I think I have 2 pics I can show for a before an after. It will have to wait until I get home though... Thx for the replies!
    Last edited by Paladyr; 07-12-2006 at 02:51 PM.

  22. #21
    天龙 McIrish's Avatar
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    It could also just all be in your head - since you're just gauging your own size by looking in the mirror (which has a way of tricking you), try comparing before/after shots.
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  23. #22
    Senior Member Paladyr's Avatar
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    Quote Originally Posted by McIrish
    It could also just all be in your head - since you're just gauging your own size by looking in the mirror (which has a way of tricking you), try comparing before/after shots.
    Yep it's all in my head. Just pulled up a pic from june of last year and compared it to a shot i took tonight. In a shot from the side, I can see that my pecs and arms are bigger, even though my stomach is smaller.

    phew! Still, I gotta stop training to failure b/c I think that's what caused me to burn out. I could've gained more had I known that!!!!

  24. #23
    Just watch me ... Built's Avatar
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    Quote Originally Posted by Paladyr

    ... and keep my mac ratio where it is.
    No.

    Get away from the macronutrient ratio concept.

    Just make sure you're getting in no less than a gram of protein per pound LBM, and no less than half a gram of fat per pound LBM, and fill up the rest of your calorie allowance with whatever combination of protein, carb and fat keeps you comfortable, whether bulking, cutting, or maintaining.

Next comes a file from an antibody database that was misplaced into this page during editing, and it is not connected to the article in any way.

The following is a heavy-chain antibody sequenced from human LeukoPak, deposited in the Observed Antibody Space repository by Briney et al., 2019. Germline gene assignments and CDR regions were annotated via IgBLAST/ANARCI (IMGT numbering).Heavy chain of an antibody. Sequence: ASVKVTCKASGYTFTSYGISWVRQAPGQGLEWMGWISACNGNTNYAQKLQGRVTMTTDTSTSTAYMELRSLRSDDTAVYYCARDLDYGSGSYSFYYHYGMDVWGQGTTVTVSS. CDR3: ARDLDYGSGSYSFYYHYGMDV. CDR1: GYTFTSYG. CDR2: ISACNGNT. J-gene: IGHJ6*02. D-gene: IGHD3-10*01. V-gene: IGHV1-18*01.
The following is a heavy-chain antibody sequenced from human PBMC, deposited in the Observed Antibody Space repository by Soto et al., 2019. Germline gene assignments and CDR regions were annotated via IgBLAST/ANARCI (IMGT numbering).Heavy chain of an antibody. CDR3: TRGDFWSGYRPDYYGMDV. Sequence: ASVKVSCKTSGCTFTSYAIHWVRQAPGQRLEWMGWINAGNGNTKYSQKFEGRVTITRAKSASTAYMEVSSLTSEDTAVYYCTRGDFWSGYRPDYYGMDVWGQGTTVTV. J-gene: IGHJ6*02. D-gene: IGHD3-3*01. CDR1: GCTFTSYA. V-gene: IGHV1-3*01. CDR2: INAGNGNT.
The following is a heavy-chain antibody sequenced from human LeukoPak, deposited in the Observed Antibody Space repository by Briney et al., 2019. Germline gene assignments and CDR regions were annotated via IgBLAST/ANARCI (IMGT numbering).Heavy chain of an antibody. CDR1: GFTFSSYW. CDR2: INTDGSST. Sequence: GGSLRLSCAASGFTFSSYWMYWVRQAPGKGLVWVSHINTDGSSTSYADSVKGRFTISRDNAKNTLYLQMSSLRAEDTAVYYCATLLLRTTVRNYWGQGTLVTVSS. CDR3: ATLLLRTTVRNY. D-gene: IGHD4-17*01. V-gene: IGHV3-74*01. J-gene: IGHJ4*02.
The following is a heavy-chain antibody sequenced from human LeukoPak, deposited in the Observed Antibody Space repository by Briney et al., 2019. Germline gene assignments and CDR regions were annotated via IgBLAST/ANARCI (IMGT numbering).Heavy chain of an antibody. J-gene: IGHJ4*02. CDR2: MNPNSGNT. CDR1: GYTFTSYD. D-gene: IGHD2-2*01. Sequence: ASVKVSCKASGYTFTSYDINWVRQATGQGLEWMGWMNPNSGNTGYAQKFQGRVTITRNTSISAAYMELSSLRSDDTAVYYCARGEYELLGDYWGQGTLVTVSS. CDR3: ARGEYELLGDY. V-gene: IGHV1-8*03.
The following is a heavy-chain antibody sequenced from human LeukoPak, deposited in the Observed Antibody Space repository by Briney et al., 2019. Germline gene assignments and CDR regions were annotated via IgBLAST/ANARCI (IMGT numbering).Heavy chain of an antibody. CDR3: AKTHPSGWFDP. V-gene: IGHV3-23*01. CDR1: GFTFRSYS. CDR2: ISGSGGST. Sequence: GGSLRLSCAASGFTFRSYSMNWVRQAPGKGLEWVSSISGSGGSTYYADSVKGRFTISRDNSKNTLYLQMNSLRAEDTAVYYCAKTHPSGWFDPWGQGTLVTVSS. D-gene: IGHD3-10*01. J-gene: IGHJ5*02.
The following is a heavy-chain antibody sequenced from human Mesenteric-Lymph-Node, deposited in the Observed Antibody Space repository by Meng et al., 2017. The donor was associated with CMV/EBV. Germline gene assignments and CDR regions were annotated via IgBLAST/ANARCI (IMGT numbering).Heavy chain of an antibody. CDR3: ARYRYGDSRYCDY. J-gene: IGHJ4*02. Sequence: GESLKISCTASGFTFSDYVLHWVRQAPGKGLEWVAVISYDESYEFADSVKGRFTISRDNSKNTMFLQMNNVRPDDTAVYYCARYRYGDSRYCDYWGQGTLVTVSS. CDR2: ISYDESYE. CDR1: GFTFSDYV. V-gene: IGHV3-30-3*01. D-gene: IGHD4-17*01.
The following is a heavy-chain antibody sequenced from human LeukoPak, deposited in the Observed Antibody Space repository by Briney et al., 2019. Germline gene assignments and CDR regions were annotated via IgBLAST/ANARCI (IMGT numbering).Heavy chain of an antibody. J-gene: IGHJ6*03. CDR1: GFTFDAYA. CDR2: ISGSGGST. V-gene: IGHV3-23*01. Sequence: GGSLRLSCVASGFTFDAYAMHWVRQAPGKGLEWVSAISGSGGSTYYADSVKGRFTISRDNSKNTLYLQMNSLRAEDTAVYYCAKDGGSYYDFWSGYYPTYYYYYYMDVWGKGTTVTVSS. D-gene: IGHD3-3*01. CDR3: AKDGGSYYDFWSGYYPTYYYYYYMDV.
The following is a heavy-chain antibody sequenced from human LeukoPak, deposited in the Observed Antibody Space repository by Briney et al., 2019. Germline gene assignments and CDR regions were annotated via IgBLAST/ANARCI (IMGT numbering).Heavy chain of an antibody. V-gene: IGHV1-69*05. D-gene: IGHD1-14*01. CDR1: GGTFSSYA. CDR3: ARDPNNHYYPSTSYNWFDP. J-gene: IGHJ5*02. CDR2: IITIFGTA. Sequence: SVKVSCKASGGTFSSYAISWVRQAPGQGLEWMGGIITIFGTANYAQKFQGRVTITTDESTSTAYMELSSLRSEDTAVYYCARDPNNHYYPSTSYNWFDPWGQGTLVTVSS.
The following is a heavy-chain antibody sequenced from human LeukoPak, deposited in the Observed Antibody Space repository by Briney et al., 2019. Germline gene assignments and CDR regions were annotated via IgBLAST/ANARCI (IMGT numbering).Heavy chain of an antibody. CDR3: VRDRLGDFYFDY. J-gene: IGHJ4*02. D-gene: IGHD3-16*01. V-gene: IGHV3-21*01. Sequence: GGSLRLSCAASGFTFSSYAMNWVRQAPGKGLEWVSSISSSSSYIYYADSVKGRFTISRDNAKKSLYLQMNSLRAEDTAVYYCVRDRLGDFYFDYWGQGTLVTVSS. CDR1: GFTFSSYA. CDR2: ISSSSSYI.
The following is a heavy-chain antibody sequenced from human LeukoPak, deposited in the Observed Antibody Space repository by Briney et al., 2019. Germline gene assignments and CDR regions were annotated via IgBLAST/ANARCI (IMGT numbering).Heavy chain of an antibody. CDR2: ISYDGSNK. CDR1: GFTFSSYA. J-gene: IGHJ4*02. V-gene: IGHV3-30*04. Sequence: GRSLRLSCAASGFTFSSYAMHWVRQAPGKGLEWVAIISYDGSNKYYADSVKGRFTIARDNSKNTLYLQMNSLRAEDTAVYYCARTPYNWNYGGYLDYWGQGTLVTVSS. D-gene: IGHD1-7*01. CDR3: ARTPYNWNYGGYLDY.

That way, you don't risk going too high on protein on a bulk, and more importantly, you don't risk going too low on protein or fat on a cut.

  25. #24
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    A dressfitters tape measure (the loose string type) costs less than a dollar.

  26. #25
    Senior Member Paladyr's Avatar
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    Quote Originally Posted by Built
    No.

    Get away from the macronutrient ratio concept.

    Just make sure you're getting in no less than a gram of protein per pound LBM, and no less than half a gram of fat per pound LBM, and fill up the rest of your calorie allowance with whatever combination of protein, carb and fat keeps you comfortable, whether bulking, cutting, or maintaining.

    That way, you don't risk going too high on protein on a bulk, and more importantly, you don't risk going too low on protein or fat on a cut.
    yea that's a good point. As I was designing my diet, I realized I couldn't get the protein I wanted, and keep the ratio, AND stay under my caloric max.

    So I'll go with pretty close to 1.5g/lb body weight of protein, and do like you said.

    Thanks again everyone! Oh and I'll go buy a tape measure :-P.